Sen. Sherrod Brown ( D-Ohio): Troops should retire, but not the way Trump does.  "I support an organized withdrawal of US troops from Syria and Afghanistan, co-ordinated with our allies and well-planned with input from both the state and defense ministries," Brown HuffPost told an email.
"I do not support President Trump using our troops for his own political gain by publishing messages without speaking to his own cabinet officials, let alone our partners on earth."
Brown criticized Trump as reluctant to stand up to Russia in both the Middle East and Ukraine and said that four US soldiers in an ISIS attack in Syria this week "emphasize the need for a broader conversation about our presence in the region."
I support an organized withdrawal of US troops from Syria and Afghanistan, coordinated with our allies and well planned.
Sen. Sherrod Brown (D-Ohio)
Sen. Elizabeth Warren (D-Mass.): Troops should retire, but not how Trump does.
Warren was one of the few likely democratic candidates to publicly talk about the outbreaks of Syria and Afghanistan following Trump's recall notice. In an interview with MSNBC hosted Rachel Maddow earlier this month, Warren said she supported pulling troops back from both Syria and Afghanistan.
"I think anyone who says" no no no, we can't do that "in the defense company must explain what they seem to win in these wars [looks] like, and where the metrics are," Said warren.
But Warren criticized Trump for tweeting the retreat and not co-ordinating with the Allies on how to withdraw troops in a way that would ensure security and stability. Warren also gave a speech before the announcement in November in November at American University, calling for immediate withdrawal of troops from Afghanistan and called for reconsideration of current US military efforts.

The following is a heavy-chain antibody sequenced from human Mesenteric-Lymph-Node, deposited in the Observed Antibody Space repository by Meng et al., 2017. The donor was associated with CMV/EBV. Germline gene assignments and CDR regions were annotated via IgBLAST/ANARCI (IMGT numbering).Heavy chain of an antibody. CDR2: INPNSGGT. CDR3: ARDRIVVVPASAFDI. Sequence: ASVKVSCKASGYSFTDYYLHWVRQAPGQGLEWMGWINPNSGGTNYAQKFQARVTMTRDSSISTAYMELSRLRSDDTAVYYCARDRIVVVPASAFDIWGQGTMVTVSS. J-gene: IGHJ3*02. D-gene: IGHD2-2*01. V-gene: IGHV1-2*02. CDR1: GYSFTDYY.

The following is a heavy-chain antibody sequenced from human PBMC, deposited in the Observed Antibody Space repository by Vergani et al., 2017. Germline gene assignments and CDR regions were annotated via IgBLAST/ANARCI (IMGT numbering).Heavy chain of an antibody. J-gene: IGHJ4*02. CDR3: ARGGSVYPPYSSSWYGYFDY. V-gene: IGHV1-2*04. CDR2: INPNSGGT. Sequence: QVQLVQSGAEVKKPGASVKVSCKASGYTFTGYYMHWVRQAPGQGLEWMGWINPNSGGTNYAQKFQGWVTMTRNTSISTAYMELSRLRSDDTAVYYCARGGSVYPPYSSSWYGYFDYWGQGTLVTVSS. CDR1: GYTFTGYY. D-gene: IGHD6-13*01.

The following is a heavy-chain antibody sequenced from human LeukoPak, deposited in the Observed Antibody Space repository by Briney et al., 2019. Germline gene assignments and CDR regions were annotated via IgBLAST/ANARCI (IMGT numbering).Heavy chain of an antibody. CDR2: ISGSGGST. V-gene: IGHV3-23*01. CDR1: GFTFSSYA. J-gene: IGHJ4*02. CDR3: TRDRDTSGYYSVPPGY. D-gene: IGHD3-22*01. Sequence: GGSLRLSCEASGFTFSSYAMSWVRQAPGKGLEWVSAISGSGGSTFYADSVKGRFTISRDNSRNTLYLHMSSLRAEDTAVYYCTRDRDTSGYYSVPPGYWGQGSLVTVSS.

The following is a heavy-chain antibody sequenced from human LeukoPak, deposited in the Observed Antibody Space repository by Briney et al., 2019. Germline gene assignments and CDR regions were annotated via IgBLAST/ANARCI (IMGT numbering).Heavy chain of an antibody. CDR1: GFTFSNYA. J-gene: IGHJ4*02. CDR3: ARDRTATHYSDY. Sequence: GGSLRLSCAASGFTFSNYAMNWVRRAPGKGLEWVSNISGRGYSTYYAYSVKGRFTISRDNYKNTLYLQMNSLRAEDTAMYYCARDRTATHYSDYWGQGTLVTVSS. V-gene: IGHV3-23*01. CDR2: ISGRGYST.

When HuffPost contacted Warren to comment on her policies towards Syria and Afghanistan, as well as if she supported an overall withdrawal of troops, a spokesman referred Warren's university speech and MSNBC interview.
Sen. Amy Klobuchar (D-Minn.): Trump's withdrawal is too sudden and poorly executed.
Klobuchar did not respond to HuffPost's comment request, but in an interview with Fox News shortly after Trump's Syria announcement, she criticized the President for not listening to the military advice and calling the chaotic nature of withdrawal a disaster for allies.
"I just don't think you pull out suddenly and make it your allies and especially to the Kurds that we trained to fight for us and who's going to sit ducks there, "told Klobuchar Fox News. She added, "There must be a better way to do this."
Rep. Tulsi Gabbard (D-Hawaii): Trump has the right to leave Syria; no comments on the withdrawal of Afghanistan
Gabbard also did not respond to HuffPost's request for comment, but after Trump's withdrawal order she tweeted: "We have to get out of Syria ASAP in a responsible manner (it should not be long). "In his tweets, Gabbard also said there was a" hysterical reaction "to the withdrawal, claiming that beds Lindsey Graham (RS.C.) pushed for war and regime change in Iran and Syria.
Gabbard is a  longtime apologist for Bashar Assad, himself meeting with him in 2017, and has been highly critical of US intelligence linking him to crimes such as deadly chemical attacks in Syria.
We need to get out of Syria ASAP in a responsible way (it should not last long).
Rep. Tulsi Gabbard (D-Hawaii)
The following Democrats have not published statements on the withdrawals and did not respond to HuffPost's comments request:
Sen. Kamala Harris (D-Calif.)
Rep. John Delaney (D-Md.)
Sen. Kirsten Gillibrand (DN.Y.)